Searching over 5,500,000 cases.


searching
Buy This Entire Record For $7.95

Official citation and/or docket number and footnotes (if any) for this case available with purchase.

Learn more about what you receive with purchase of this case.

Schneider v. United States

UNITED STATES DISTRICT COURT DISTRICT OF NEW JERSEY


February 27, 2007

FREDERICK SCHNEIDER, PLAINTIFF,
v.
UNITED STATES OF AMERICA, ET AL., DEFENDANTS.

The opinion of the court was delivered by: Noel L. Hillman, U.S.D.J.

OPINION

Pending before the Court is the State of New Jersey and Atlantic City Defendants' motions to dismiss Plaintiff's Complaint for lack of subject matter jurisdiction. Also pending is Plaintiff's motion to amend his Complaint and his motion for default judgment against Defendants United States of America, the "USEPA," and "Kenneth Eng, Chief Air Compliance Officer." For the reasons expressed below, Plaintiff's motion to amend will be granted, and Defendants' motions to dismiss and Plaintiff's motion for default judgment will be denied.

BACKGROUND

In his Complaint, Plaintiff, pro se, claims that he made various complaints to the EPA, NJDEP and Atlantic City Health Department concerning alleged "smokey emissions" and "filmy moist pellets spewing" from the Taj Mahal Hotel & Casino and the Showboat Hotel & Casino. Plaintiff claims that these emissions have been "flowing into" his apartment, parking lot, and surrounding areas of the Best of Life Park Apartments. Plaintiff alleges that these emissions are "deleterious" to his "vulnerable respiratory system," but that Defendants' "purported investigations" revealed that these emissions "posed no health risk" to Plaintiff. Plaintiff has asserted four counts under state law against Defendants for dereliction of duty (Count One), wrongful acts and omissions (Count Two), intentional infliction of emotional distress (Count Three), and declaratory judgment (Count Four).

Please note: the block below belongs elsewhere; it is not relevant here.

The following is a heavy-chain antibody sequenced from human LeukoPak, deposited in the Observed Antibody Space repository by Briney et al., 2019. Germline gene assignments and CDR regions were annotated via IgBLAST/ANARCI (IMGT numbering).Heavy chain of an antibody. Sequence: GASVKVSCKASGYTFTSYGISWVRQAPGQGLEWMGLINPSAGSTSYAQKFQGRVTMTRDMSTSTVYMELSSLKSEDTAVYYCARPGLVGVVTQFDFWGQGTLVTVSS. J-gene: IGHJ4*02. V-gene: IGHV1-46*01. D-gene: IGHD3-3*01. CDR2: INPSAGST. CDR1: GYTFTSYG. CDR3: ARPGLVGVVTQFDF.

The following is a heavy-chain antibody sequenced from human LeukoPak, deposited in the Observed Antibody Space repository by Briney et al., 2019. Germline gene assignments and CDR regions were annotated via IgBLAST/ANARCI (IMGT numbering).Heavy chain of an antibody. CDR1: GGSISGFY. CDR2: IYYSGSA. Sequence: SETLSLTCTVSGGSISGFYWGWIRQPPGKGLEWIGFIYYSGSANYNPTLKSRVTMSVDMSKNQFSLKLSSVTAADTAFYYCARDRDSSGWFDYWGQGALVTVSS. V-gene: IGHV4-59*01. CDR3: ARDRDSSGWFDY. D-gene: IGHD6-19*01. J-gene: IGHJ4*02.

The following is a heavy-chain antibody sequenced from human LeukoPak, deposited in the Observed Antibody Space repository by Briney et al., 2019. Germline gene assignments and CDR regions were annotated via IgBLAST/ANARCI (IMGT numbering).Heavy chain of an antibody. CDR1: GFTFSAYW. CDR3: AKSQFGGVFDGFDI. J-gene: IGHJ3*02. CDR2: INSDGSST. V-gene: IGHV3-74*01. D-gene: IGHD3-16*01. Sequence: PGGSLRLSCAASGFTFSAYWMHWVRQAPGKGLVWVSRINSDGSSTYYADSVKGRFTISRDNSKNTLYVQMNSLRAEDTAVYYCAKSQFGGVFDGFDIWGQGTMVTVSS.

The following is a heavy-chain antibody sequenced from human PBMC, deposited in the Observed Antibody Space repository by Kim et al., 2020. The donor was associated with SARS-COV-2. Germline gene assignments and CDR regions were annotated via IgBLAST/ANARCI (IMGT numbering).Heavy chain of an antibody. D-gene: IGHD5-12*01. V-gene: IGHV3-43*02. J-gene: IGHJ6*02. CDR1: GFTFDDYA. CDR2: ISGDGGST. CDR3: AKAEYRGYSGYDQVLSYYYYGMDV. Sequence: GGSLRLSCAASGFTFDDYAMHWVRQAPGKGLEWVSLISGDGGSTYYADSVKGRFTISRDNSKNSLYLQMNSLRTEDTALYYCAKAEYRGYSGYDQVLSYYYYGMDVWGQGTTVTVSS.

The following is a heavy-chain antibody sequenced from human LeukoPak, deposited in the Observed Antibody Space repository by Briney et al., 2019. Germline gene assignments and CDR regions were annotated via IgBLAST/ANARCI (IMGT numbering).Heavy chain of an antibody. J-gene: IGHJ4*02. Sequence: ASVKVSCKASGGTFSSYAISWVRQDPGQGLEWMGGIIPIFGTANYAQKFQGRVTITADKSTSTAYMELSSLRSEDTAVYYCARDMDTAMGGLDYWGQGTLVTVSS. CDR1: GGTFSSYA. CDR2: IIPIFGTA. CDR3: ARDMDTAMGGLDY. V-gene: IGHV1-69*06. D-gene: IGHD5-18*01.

DISCUSSION

A. Defendants' Motion to Dismiss and Plaintiff's Motion to Amend

The State of New Jersey and Atlantic City Defendants have moved to dismiss Plaintiff's Complaint for lack of subject matter jurisdiction. Plaintiff claims that this Court has jurisdiction to hear his Complaint pursuant to 28 U.S.C. § 1332(a). As Defendants point out, however, in order to for the Court to have jurisdiction over Plaintiff's action under § 1332(a), there must be complete diversity of the parties--that is, the citizenship of Plaintiff must be diverse from the citizenship of each Defendant. See Caterpillar, Inc. v. Lewis, 519 U.S. 61, 68 (1996). Because Plaintiff is a citizen of New Jersey and numerous Defendants are citizens of New Jersey, the parties are not diverse, and, consequently, the Court does not have jurisdiction to hear Plaintiff's action.